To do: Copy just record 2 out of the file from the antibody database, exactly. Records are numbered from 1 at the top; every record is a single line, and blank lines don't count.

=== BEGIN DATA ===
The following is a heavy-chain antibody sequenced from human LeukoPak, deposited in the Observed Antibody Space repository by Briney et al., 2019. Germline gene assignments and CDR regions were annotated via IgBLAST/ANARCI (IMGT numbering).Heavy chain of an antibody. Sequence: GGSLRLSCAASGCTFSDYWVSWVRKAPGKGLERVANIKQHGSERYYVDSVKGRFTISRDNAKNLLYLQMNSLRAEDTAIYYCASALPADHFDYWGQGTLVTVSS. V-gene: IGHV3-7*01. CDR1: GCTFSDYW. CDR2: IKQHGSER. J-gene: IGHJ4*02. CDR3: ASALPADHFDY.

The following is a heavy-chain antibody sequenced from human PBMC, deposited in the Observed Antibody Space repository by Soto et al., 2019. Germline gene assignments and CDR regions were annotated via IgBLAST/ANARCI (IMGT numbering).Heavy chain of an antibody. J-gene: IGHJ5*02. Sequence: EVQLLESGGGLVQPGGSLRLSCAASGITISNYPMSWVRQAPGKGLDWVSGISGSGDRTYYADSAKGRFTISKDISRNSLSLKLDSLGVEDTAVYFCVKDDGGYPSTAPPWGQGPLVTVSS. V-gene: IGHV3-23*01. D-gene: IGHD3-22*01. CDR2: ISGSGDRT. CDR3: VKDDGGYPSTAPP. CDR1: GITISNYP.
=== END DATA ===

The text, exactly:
The following is a heavy-chain antibody sequenced from human PBMC, deposited in the Observed Antibody Space repository by Soto et al., 2019. Germline gene assignments and CDR regions were annotated via IgBLAST/ANARCI (IMGT numbering).Heavy chain of an antibody. J-gene: IGHJ5*02. Sequence: EVQLLESGGGLVQPGGSLRLSCAASGITISNYPMSWVRQAPGKGLDWVSGISGSGDRTYYADSAKGRFTISKDISRNSLSLKLDSLGVEDTAVYFCVKDDGGYPSTAPPWGQGPLVTVSS. V-gene: IGHV3-23*01. D-gene: IGHD3-22*01. CDR2: ISGSGDRT. CDR3: VKDDGGYPSTAPP. CDR1: GITISNYP.